104. I turned Blackmailer

By Peter Fraenkel

I turned blackmailer… and I never regretted it.

My father had a partner in the dry cleaning and laundry business. Let me call him Horst. Their friendship evaporated rapidly and after a while the two got on very badly. The partnership had to be dissolved . This was difficult. It was war time. They could not find separate premises. New building was impossible in war time.  They were forced to continue in the same house. 

Mr Bornstein, a pleasant and intelligent Pole, proposed a solution. (He was the lover of Horst’s wife, Hilde.) Horst was to run the dry cleaners in Month 1 and pocket all the proceeds. My father was to run the laundry and pocket the proceeds.

The following month they were to swop roles. Horst seemed complacent about Hilde’s affair. He had sexual problems of his own: he was a ‘flasher’ – he displayed his erect penis to passing African women, then gave them a  shilling or two to keep silent.  Of course they didn’t. Every black man in the neighbourhood chuckled about it. I was a kid of 14  and spent much time with Dad’s laundry workers, trying to learn the Nyanja language. They told me about Horst’s eccentricities.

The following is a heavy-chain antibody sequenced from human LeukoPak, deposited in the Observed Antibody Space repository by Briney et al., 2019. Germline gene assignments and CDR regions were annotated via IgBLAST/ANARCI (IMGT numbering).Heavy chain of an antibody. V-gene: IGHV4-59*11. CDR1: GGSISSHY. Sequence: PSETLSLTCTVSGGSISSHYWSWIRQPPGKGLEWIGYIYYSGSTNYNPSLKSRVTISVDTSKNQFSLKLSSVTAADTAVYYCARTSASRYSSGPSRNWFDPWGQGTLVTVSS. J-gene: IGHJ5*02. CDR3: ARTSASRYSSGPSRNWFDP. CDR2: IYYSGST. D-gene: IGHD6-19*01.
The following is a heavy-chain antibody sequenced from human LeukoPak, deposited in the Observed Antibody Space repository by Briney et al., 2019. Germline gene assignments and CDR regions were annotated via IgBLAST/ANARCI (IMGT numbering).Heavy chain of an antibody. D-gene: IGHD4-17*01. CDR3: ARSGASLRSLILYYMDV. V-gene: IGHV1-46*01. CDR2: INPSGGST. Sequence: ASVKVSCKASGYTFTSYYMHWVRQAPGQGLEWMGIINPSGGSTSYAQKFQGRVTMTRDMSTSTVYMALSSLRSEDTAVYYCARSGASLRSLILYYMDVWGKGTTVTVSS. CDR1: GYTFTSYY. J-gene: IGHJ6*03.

Horst quarrelled with Amon, our servant. I don’t recall what it was about but they very nearly came to blows. I saw Amon lift his fist as if to strike Horst, but he didn’t. I can vouch for it.  But in that racist society it was a crime for an African even to threated to strike a European. 

Horst shouted he would report him to the police. Amon deserved a good thrashing and the police would give him one. 

 This, alas, was probably true. The police in our British  protectorate were used  largely to keep Blacks in their ‘proper place’.  Amon was likely to get a severe beating. I was determined to prevent this.

Horst, puffing with fury, set off for the police station, two blocks from our house. I followed him on my bicycle and caught up with him.

“Horst” I said, “Take my advice: Don’t!  Amon will tell them things about you that you will find embarrassing. Very embarrassing.”

“Nonsense”, he snorted.

I cycled back home but went to our kitchen window to observe.

Horst never entered the police station. He walked around the back and a while later emerged on the other side. Amon had escaped that beating.